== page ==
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Tracing Acetylene Dissolved in Transformer Oil by Tunable Diode Laser Absorption Spectrum

Scientific Reportsvolume 7, Article number: 14961 (2017) | Download Citation


Dissolved gas analysis (DGA) is widely used in monitoring and diagnosing of power transformer, since the insulation material in the power transformer decomposes gases under abnormal operation condition. Among the gases, acetylene, as a symbol of low energy spark discharge and high energy electrical faults (arc discharge) of power transformer, is an important monitoring parameter. The current gas detection method used by the online DGA equipment suffers from problems such as cross sensitivity, electromagnetic compatibility and reliability. In this paper, an optical gas detection system based on TDLAS technology is proposed to detect acetylene dissolved in transformer oil. We selected a 1530.370 nm laser in the near infrared wavelength range to correspond to the absorption peak of acetylene, while using the wavelength modulation strategy and Herriott cell to improve the detection precision. Results show that the limit of detection reaches 0.49 ppm. The detection system responds quickly to changes of gas concentration and is easily to maintenance while has no electromagnetic interference, cross-sensitivity, or carrier gas. In addition, a complete detection process of the system takes only 8 minutes, implying a practical prospect of online monitoring technology.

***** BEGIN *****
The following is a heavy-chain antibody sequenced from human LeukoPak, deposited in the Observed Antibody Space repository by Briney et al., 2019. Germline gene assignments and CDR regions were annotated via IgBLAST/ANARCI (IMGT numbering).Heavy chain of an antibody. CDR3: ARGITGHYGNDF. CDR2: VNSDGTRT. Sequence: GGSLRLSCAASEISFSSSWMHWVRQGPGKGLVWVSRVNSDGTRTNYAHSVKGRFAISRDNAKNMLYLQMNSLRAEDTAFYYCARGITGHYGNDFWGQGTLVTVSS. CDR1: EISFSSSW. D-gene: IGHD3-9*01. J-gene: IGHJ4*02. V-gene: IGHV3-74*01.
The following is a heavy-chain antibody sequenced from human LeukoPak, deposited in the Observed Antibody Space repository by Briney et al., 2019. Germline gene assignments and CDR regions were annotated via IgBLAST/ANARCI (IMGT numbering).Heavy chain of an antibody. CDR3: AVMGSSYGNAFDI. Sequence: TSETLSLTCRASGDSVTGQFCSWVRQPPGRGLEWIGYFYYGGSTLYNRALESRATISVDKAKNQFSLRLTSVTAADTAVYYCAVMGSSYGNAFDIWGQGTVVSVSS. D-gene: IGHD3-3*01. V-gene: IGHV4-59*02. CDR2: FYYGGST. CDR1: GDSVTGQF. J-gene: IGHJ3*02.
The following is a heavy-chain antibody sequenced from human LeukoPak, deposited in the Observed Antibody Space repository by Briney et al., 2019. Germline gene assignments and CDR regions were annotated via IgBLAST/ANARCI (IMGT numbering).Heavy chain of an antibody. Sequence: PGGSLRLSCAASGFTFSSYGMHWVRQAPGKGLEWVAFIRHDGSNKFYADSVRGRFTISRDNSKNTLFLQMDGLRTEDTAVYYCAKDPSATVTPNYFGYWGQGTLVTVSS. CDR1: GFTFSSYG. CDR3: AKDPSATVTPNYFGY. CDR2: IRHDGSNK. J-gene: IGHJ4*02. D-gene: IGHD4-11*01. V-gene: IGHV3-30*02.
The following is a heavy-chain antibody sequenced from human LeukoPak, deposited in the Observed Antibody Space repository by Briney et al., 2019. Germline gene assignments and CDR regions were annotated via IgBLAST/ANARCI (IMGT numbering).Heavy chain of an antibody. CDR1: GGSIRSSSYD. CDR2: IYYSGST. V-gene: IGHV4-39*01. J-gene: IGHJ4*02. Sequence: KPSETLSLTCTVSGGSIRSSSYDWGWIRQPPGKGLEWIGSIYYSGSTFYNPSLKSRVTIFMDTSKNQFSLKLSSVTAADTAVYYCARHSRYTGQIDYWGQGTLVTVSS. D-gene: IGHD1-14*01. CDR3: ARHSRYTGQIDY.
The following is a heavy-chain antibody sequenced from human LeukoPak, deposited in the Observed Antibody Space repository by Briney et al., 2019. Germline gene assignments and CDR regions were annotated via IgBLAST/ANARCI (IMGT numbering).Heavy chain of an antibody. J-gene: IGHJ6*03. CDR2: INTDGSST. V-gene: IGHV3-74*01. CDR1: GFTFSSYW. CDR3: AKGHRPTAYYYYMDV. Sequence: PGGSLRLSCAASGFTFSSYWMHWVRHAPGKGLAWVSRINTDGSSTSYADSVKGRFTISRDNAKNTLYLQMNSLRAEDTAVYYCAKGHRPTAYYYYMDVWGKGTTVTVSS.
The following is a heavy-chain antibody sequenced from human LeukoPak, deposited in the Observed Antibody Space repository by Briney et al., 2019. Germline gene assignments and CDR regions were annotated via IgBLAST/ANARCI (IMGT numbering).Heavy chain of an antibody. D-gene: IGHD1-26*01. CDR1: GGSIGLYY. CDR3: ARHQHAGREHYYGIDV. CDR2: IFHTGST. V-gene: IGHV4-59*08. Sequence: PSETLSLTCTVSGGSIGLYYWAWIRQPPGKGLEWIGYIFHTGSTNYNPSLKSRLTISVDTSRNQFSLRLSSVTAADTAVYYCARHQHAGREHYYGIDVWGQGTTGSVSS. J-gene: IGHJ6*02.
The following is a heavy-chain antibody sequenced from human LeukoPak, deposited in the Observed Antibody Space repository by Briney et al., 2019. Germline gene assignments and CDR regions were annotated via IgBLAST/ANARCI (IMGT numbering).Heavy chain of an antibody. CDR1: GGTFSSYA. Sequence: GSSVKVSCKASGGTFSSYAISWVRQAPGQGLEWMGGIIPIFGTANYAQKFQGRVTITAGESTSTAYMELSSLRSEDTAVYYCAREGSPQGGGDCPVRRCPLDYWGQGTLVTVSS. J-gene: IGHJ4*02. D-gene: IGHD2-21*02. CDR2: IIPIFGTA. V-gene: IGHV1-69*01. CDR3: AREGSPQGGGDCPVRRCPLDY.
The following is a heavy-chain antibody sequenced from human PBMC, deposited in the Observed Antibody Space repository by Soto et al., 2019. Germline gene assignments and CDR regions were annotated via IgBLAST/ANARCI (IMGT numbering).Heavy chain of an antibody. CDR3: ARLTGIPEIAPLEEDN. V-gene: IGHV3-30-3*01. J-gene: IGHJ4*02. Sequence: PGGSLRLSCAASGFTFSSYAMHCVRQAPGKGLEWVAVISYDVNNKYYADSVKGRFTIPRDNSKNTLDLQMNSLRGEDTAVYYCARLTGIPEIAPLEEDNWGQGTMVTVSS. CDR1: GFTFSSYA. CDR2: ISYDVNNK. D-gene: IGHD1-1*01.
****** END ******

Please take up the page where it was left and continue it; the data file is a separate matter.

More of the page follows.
Power transformers are important equipment in the power system, and the stable operation of the transformer is essential for power transmission. In order to prevent the transformer outage due to failure, it is important to monitoring the condition of the transformer1,2.

When specific defects such as overheating, partial discharge, or arc discharge occurs in the transformer, the insulation oil or paper decomposes and produces gases, and the gases are dissolved in insulating oil3,4,5,6. Then, the decomposition products in the oil reduce the insulation properties and change the interfacial tensor3. Thus, aging or defect information can be obtained by analyzing the volume, types, proportions, and rate of production of dissolved gases7,8.

The detection of dissolved gases in liquids has many important applications in different industries, such as water quality assessment (oxygen concentration in water), carbon dioxide concentration in carbonated beverages, and methane detection in crude oil. Besides that, dissolved gas analysis and detection in transformer oil is a useful method for evaluating the transformer condition9,10,11.